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Iraqi Players on Emotional Rollercoaster
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Iraqi soccer players are riding the highs and lows of triumph and tragedy after the nation's first qualification for an Asian Cup final was marred by the deaths of 26 fans celebrating the victory back home.

Iraq shocked the more fancied South Korea 4-3 in a penalty shootout after a scoreless extra time on Wednesday to put them on the brink of their greatest footballing achievement.

Previously, the national team had only advanced as far as the semifinals in 1976 and lost their past three consecutive Asian Cup quarterfinals.

Now they travel to Jakarta for an all-Arab final with Saudi Arabia on Sunday.

"Everyone is happy and we have reason to be happy because this victory brings us to the final and we deserved that," Iraq's Brazilian coach Jorvan Vieira, who has been in charge for less than two months, said.

"My boys have worked very hard."

An emotional Vieira said the victory was for "the people of Iraq because they deserve it".

Thousands of Iraqis wearing team jerseys and waving national flags poured onto the streets of Baghdad cheering and firing assault rifles wildly into the air after the match to celebrate a rare moment of shared joy.

But the jubilation didn't last long.

A massive car bomb detonated in the formerly upscale western neighbourhood of Mansour in the middle of a crowd, killing at least nine men. Another 62 people, including women and children, were wounded in the blast.

In a separate attack another car bomb went off in Zayuna, a mixed neighbourhood near downtown Baghdad, killing at least 17 people and wounding 60 others.

Goalkeeper Noor Sabri was Iraq's hero, making a crucial save in the penalty shootout to steer his side into the final, and he dedicated his team's fighting spirit to his beleaguered compatriots in his war-ravaged homeland.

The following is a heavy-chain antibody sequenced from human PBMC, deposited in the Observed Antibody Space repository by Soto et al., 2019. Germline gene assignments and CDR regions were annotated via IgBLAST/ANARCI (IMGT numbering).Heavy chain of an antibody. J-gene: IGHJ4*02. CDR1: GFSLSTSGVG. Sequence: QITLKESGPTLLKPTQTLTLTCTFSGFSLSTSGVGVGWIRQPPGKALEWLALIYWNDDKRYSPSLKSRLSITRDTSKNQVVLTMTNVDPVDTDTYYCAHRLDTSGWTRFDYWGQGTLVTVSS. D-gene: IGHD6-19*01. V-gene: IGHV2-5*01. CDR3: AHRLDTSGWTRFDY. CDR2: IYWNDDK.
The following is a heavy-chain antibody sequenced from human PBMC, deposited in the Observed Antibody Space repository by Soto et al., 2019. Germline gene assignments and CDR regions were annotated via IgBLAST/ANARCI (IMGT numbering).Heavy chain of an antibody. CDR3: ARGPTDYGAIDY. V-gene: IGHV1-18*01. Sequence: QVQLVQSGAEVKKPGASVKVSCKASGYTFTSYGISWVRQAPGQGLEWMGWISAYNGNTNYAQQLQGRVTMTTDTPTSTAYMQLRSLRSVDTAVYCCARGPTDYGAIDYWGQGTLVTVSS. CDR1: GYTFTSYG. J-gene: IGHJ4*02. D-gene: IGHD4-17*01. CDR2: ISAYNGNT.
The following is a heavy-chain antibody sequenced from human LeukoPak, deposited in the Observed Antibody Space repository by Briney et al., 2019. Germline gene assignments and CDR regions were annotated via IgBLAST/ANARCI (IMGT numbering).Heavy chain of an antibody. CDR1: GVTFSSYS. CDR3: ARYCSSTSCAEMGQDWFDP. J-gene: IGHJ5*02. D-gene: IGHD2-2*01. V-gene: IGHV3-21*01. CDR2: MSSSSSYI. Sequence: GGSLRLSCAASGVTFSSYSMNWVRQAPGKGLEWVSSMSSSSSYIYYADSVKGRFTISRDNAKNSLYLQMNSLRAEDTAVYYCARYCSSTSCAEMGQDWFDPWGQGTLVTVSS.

Noor illustrated the grim personal cost his teammates have endured to play at the Asian Cup and how they are doing their bit in lifting spirits for those suffering in the Iraq civil conflict.

"Four days before we came to Bangkok my wife's brother died and my teammate Hawar Mohammed lost his step-mother," he said.

"We know we are struggling inside Iraq and we are struggling on the playing field because it is a very modest thing we can give to our people.

"We have to struggle, we have to show them that we are sharing all what we are achieving here. But this is historic for football in our country."

It is testament to the players that they have got so far in the tournament with so little preparation amid the chaos in their homeland.

Vieira, who before the tournament said every person in the Iraqi team had lost family or friends in the ongoing conflict, had scant time to work with his charges.

But, well versed in Arab football with 20 years combined experience in Morocco, Qatar, Kuwait, Egypt, Oman and Saudi Arabia, he has managed to mould a skillful and unified team.

"We missed more opportunities than Korea, especially in the second half and in extra time," he said.

"The Koreans were down on fitness. We were tired too but we were better on the fitness side and it's a game that will never be forgotten, especially by us."

Iraqi players dream of playing in Europe and the big salaries of the continent's professional clubs, away from the perils of their war-torn country where their talents go unrewarded.

Now they realize a final win could open doors to bright futures.

Reports have already linked Nashat Akram with English Premier League side Sunderland.

(China Daily via AFP July 27, 2007)

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